Monday, June 7, 2010


I don't know what came over me, really. It has been a tiring time, as of late, what with getting ready to try and sell the house. Perhaps I'll use that as an excuse, but I know it doesn't excuse anything. All I can do is just hang my head and offer a puppy dog look of being ashamed (while trying to hide a bit of a smirk).

I can't believe I did it, but I did. I confess, although I know that we should not be confessing our sins (yeah, yeah, we should bring ourselves to account each day, instead, thanks), I am actually guilty of doing this. I opened up Ocean (I can't believe I'm actually writing this in public, on the internet for all to see) and typed in (I hope you're sitting down) the singular word "bubble".

I'm not sure what I expected, or even why I was doing it, but that word seems to have been used twice in the Writings (that is only including the 3 Central Figures, not the Universal House of Justice). "Bubble"? Well, why not? (And look, I've just used the word "I" eighteen times since the start of this article. Sheesh.)

So what are those two quotes? Well, they're both from 'Abdu'l-Baha, and are as follows:

1.  O my Lord, verily, the sins are bubbling foam and Thy mercy is a full ocean.

and 2.  Indeed Thou hast assisted Thy servants in the past, and they were the weakest of Thy creatures, the lowliest of Thy servants and the most insignificant of those who lived upon the earth; but through Thy sanction and potency they took precedence over the most glorious of Thy people and the most noble of Thy mankind. Whereas formerly they were as moths, they became royal falcons and whereas before they were as bubbles they became seas.

I was going to only include the last little bit of the second quote, but decided that it really needed to be in context of the full quote. And I know, the first one used "bubbling", not "bubble", but you settle for what comes up. Right?

As usual, when writing an article of this nature, I have no idea where I'm going with it. It all starts with a randomly weird idea, a quick check in the Writings, and where the wind blows from there on to the end.

What is a bubble? It is a spherical body of liquid with a gaseous centre (hey, that could go into It is quite fragile, impermanent, and moves wherever the wind blows (to use a phrase from above). It truly has very little substance.

Why would the Master compare the sins to bubbling foam? Perhaps that is the most apt description of their beauty and evanescent nature. "Wait", I hear you cry, "what do you mean by beauty?"

Let's face it, sin wouldn't be a temptation if it wasn't fun. If we truly understood the dangerous nature of sin (a movement against the laws of God), and the destruction that it can cause, we wouldn't do it, now, would we? So there has to be an appealing sense of beauty about it. But, like all beauty of this world, it is only temporary. It is as foam when compared the true beauty of the spirit, or the mercy of God, which really is like the ocean.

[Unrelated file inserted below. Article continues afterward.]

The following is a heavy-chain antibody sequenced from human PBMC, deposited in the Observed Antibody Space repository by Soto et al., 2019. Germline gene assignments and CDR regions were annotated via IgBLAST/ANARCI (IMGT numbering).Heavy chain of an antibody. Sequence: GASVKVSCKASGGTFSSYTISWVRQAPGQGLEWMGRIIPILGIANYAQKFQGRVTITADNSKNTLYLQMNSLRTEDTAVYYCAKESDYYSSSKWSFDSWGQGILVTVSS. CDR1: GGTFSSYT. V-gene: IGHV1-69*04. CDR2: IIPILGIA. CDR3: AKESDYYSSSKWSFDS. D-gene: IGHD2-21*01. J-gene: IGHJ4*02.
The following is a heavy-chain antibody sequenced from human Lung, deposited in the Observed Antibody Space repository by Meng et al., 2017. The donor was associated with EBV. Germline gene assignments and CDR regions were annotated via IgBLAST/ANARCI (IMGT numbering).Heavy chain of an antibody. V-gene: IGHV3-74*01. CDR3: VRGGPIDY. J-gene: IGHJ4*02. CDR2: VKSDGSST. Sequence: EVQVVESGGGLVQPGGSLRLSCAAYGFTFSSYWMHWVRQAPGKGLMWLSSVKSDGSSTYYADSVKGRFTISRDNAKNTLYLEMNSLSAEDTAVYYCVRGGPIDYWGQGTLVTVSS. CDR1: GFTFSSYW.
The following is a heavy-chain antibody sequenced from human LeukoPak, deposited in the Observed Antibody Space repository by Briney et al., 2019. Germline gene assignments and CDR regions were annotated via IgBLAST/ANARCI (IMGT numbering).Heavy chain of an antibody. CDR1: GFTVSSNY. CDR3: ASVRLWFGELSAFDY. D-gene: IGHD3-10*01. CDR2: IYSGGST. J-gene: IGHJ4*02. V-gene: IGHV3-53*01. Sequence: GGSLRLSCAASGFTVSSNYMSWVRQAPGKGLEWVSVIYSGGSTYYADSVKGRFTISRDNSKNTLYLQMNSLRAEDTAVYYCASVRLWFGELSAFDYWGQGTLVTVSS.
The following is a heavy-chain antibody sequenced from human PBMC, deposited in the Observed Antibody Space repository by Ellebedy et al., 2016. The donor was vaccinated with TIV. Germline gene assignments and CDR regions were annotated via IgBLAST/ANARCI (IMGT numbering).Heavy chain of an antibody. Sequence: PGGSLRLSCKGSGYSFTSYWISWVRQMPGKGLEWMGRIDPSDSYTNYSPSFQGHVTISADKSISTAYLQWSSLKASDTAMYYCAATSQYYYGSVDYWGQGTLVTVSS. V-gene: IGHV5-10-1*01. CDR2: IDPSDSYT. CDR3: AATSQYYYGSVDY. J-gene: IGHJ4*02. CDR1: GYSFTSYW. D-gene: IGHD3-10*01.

Also, the bubbly foam may be fun to play with, but compared to the joy of swimming in the ocean? Come on, you have to be very shallow minded to even notice the foam at that point.

I remember my son (4 years old at the time) and I going down to the ocean one morning and there was a pile of foam that had just washed ashore. He glanced at it, but ran straight past and dove into a huge wave, screaming for joy as the wave carried him up and down. After body surfing for an hour or two that little pile of foam was very much forgotten. I only remembered it now when trying to call up the image of oceanic foam in my mind. Isn't that how we should treat sin? A mere glance, if even that, and then on to the good stuff?

So what about that second quote?

It seems to speak of the power and mercy of God. Those servants 'Abdu'l-Baha  mentions were like the lowest of the low, and God raised them up. More to the point, He took the illiterate fishermen and made them the saints of the Christian dispensation. He took utter barbarians and raised them to the heights of spirituality through the power of Muhammad's light. You see? There is hope for me yet.

Ordinary people have been transformed from the quivering moth of the night to the mightiest of birds, that royal falcon. Individual souls, who were like no more than a mere bubble in history, ready to pop and disappear at the slightest touch, became those seas that provided sustenance for generations, through their wisdom and example. Whether we are speaking of the great Rabbis, or the Saints, or the Imams, or any of the mighty teachers from any other faith, they really were just ordinary people at the beginning. Through their faith, humility and dedication (I'm sure there are other attributes that were necessary, but this is a start), and by the power of God, they were raised up to be more than they could have ever dreamed.

Now I have to ask myself: Do I want to be a mere bubble disappearing so soon? Vanishing at a touch? Or do I want to become a mighty sea, offering up whatever I can in the path of my Creator?

You know, I'd settle for being just a puddle.

Hmm. I wonder what would happen if I looked up "puddle" in the Writings?

1 comment:

  1. Dear Mead, I loved this post in particular, among your writings. I must give you one thought, though, so far as your "I don't know why I did it" bit and that is this:
    God loves laughter.
    This was clearly something that needed to be written, and yet it started with something so simple, sort of random, and probably springing, I would think, from a bit of a silly mood.
    So, there's my take. :-)